On Wednesday, Reuters reported that the average stay at home mother if she were paid for her work would earn $138,095 a year. This seems like too low of a number. Women who stay at home are in total charge of the household which in itself is like a small corporation (albeit a small corporation that occasionally has Lego blocks strewn throughout the living room). The building is in constant need of upkeep. The living accommodations need vigilant policing in order for cleanliness to prevail. Not to mention some of the members of the “corporation” forget things like picking up their clothes and toys, and putting their dirty dishes in the dishwasher (just to name a few).
Stay at home moms are also cultural critics—as they are asked to judge the aesthetic quality of various categories of art, music and dance. Moms are not just any ordinary critic. They must be able to discern the subtle strokes of a pen or brush and identify the underlying form that they artist is attempting to unveil. It is important to note that many of these artists are of the temperamental type and become very unhappy if the critic is unable to accurately articulate the intentions of the artist—therefore much care must be taken to pacify the artist’s tender ego. Some of the artists also perform very eclectic forms of “modern dance” in which the dancer dawns a “sugar plum fairy” outfit (with wings) and dances to her favorite U2 music as she continually states, “Watch this mom…watch this…wait just one more time.” Need I say they need the wisdom of Solomon and the patience of a saint.
Moms are also academic advisors who are well versed in all fields of academic discourse. While they are discoursing about the nuances and beauty of the multiplication table to one student she can nearly simultaneously be advocating the necessity of learning one’s “sight words.” They are expected to be able to, on cue, discuss the history of Thanksgiving Day, Independence Day, and have encyclopedia like knowledge of the weaknesses and strengths of any of the 43 presidents of the United States. Mothers are experts in folklore as they needs to be able to discuss the mythic origins and veracity of Santa Claus, the Easter Bunny and the Tooth Fairy.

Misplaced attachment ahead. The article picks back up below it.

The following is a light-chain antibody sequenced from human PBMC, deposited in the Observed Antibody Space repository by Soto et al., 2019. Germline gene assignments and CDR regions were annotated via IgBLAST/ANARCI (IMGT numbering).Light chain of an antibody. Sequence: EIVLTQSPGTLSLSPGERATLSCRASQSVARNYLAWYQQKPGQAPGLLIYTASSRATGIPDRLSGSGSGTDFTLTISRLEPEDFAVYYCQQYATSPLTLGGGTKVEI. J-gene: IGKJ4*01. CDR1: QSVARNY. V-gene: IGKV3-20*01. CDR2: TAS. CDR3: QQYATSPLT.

In the field of medicine mothers must be experts at correctly diagnosing mysterious pains that crop up on early mornings before school days. They give comfort to the wounded combatant who was hit in the head (“By accident… I promise.”) by an over zealous sword wielding sibling. Their skills at interpersonal negotiations would put the most seasoned veteran of the state department to shame. Let’s see someone from diplomatic corps go more than two rounds of “did not—did so” without breaking down, and, yet, mothers do it every day.
What is so interesting about stay at home moms is what many of them give up. They are well educated. They had blossoming careers. My wife is what is commonly labeled by our culture as a “stay at home mom.” She recently left her job as an administrator to stay at home so she could spend more time with our kids. She gave up her job in which she was highly appreciated to undertake a job where her hard work can often go unnoticed.
In our culture it is easy for us to minimize the importance of women being able to stay at home for the sake of their children. We live in a culture that believes that all of us can do anything and everything we want to. Women are told they can be wives, homemakers, career women, and mothers all at the same time, and do it without any compromise in any of the areas That is just wrong. Being a woman who chooses to say at home is a full-time job. This is not to say that women can’t be good at each of those things individually—they can. It is just that there are not enough hours in the day for you to be able to do all of them well. It is just a simple matter of economics. (Men are also similarly constrained. You cannot be a good husband or father and, for example, be working 70 hours plus a week at a job without compromising the needs of your family.)
I look at all that women do, and I am overwhelmed. I am not foolish enough to think that I can properly undertake all that they do, and do it with the same skill and grace. I look at the number of 138,095, and as I think of it that seems like a gross underestimation of what they truly deserve, but as this Mothers Day comes along (May 13) we need to remember the types of sacrifices our wives and mothers made for us. We need to realize how easy it is to undervalue all that they do. We need to take the time to express to them just how much we appreciate all that they take on daily. No, $138,095 cannot properly express all of the love, time, concerns and prayers our wives and mothers give to us daily.